Thousands of Indian students studying abroad in Ukraine are desperately calling on the Indian Embassy to help them evacuate the war-torn country.
According to The Wall Street Journal, around 8,000 of the estimated 20,000 Indians residing in Ukraine have fled from the country since India’s External Affairs Ministry issued its advisory on Feb. 15. About 13,000 out of the estimated 18,000 Indian students enrolled in Ukrainian universities, however, are still left stranded as of Feb. 27, reported NDTV.
While the Indian government has not publicly denounced Russia’s invasion of Ukraine, it is organizing evacuation efforts in Hungary, Slovakia, Poland, Romania and Moldova to get Indian citizens out of the country. But many students who are stranded in eastern Ukraine, where the war has intensified, are fearing for their lives.
“The students have been abandoned in this icy-cold weather, the Indian Embassy is not with us nor the agent who took money from these students,” says the man in the video. Location- Odessa border, Ukraine pic.twitter.com/r156GBXZBE
— Vijaita Singh (@vijaita) February 28, 2022
“We can hear sounds of bomb blasts. We don’t have sufficient food, and the weather has been very cold since morning. We just ask the Indian Embassy officials to help us as soon as possible,” fourth-year medical student Bala Yogi told The Indian Express. “The university asked us to move to Moldova due to the current situation in Mykolaiv, but we are unable to do so, as there is no transportation.”
Jini Patel, a 20-year-old Indian student at Uzhhorod University, took shelter at the Indian embassy in Kyiv on Feb. 24 along with hundreds of other students, but he said they were not provided with help escaping, according to The Washington Post. Patel had to risk walking to the train station to get to Uzhhorod amid the chaos.
In one viral tweet posted on Feb. 28, stranded Indian students desperately called for help on social media. “Please help us get out immediately,” one student said in the video. “There is a lot of panic.”
— Neelesh chauhan (@NeeleshChauha) February 28, 2022
Many international Indian students had been drawn to Ukraine’s universities due to their affordability and easier entrance requirements. Among the 18,000 students, many have been studying in the medical field, as private medical universities in India are few and expensive.
Spokesperson for the Ministry of External Affairs, Arindam Bagchi, released a statement on Tuesday morning to his official Twitter account announcing the death of Indian student Naveen Shekharappa Gyanagoudar in the eastern Ukrainian city of Kharkiv.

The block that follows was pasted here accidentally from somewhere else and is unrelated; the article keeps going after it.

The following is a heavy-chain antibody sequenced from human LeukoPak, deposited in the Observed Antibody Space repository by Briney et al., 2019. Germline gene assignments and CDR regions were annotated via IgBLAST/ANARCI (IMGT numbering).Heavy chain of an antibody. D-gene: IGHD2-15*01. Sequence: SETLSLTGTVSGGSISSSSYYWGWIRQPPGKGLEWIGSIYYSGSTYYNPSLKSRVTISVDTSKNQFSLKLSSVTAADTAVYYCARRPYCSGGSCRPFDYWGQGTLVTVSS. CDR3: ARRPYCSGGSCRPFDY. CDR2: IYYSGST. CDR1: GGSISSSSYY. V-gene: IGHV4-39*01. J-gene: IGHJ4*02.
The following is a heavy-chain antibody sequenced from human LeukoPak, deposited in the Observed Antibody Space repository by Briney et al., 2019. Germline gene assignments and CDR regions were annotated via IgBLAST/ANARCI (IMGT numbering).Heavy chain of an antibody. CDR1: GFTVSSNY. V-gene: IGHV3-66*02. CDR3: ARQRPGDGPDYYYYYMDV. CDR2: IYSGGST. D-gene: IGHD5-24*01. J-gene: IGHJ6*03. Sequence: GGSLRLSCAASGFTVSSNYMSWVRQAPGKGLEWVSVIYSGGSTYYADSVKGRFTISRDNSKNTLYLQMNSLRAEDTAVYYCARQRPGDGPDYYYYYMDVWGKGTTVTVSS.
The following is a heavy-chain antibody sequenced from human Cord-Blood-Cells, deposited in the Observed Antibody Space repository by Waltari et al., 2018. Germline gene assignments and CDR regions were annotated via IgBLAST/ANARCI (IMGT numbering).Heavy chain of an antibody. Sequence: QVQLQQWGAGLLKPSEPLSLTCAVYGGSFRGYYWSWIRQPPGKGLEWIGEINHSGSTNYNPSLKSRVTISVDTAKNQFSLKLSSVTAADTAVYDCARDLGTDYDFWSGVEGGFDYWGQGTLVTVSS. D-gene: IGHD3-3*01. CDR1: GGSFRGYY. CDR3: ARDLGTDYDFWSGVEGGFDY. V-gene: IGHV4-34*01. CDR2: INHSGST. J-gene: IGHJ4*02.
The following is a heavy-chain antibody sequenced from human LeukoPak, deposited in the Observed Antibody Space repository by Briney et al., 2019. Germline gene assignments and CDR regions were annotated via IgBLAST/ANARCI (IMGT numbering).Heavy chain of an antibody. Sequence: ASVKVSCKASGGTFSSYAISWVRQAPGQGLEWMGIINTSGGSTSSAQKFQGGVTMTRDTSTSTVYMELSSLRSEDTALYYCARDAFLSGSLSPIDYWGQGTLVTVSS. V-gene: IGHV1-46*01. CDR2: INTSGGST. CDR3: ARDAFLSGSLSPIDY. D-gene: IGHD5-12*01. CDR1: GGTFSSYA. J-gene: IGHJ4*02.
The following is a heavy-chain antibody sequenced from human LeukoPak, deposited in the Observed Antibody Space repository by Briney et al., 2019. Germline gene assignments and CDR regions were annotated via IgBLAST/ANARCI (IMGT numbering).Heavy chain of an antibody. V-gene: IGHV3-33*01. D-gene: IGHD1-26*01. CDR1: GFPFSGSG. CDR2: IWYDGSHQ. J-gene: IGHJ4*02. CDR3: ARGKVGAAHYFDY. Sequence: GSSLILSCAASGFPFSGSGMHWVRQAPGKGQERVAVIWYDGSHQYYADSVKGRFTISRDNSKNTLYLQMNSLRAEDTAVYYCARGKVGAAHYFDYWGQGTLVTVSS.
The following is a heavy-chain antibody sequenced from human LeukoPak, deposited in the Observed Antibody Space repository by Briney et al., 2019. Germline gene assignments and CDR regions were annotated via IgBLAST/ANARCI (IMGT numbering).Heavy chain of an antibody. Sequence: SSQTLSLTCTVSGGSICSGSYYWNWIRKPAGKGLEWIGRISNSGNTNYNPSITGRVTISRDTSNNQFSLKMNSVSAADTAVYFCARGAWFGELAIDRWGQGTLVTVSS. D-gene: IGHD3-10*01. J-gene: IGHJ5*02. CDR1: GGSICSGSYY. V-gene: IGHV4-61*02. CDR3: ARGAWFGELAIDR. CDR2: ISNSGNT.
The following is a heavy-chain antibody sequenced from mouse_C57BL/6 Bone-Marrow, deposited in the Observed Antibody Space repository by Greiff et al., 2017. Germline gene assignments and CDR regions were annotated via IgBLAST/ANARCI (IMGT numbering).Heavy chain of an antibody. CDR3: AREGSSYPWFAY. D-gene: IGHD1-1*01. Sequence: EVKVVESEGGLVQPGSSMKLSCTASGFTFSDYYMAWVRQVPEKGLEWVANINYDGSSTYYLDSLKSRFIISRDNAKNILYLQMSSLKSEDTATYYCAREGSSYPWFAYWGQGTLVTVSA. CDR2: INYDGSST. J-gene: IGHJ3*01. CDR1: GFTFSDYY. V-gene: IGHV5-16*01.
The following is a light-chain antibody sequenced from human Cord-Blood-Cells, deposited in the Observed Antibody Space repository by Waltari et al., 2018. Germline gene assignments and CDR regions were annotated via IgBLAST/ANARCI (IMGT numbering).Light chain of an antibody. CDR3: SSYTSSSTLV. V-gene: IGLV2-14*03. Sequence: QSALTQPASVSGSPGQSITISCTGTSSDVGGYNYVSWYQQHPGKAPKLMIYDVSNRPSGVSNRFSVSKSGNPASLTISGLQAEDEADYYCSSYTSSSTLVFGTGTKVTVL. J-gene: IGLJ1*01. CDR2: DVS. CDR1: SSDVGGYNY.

“With profound sorrow we confirm that an Indian student lost his life in shelling in Kharkiv this morning. The Ministry is in touch with his family. We convey our deepest condolences to the family,” he tweeted.
“Foreign Secretary is calling in Ambassadors of Russia and Ukraine to reiterate our demand for urgent safe passage for Indian nationals who are still in Kharkiv and cities in other conflict zones,” he added. “Similar action is also being undertaken by our Ambassadors in Russia and Ukraine.”
Foreign Secretary is calling in Ambassadors of Russia and Ukraine to reiterate our demand for urgent safe passage for Indian nationals who are still in Kharkiv and cities in other conflict zones.
Similar action is also being undertaken by our Ambassadors in Russia and Ukraine.
— Arindam Bagchi (@MEAIndia) March 1, 2022
Gyanagoudar was a 21-year-old medical student in his final year at the Kharkiv National Medical University. He was standing in line to receive food when he was killed in a Russian shelling, according to NDTV.
“Naveen was shot dead around 10:30 a.m. Ukrainian time today. He was standing in the queue before a grocery shop when the Russian army fired at people. We have no information about his body. None of us was able to visit the hospital, probably where it is kept now,” Shridharan Gopalakrishnan, a friend of Gyanagoudar, said.
“We are completely devastated,” 21-year-old medical student Mahrukh Nigar Zaman said, according to The Wall Street Journal. “He came here to get education, and he lost his life. It’s a distressing thought for each and every one of us.”
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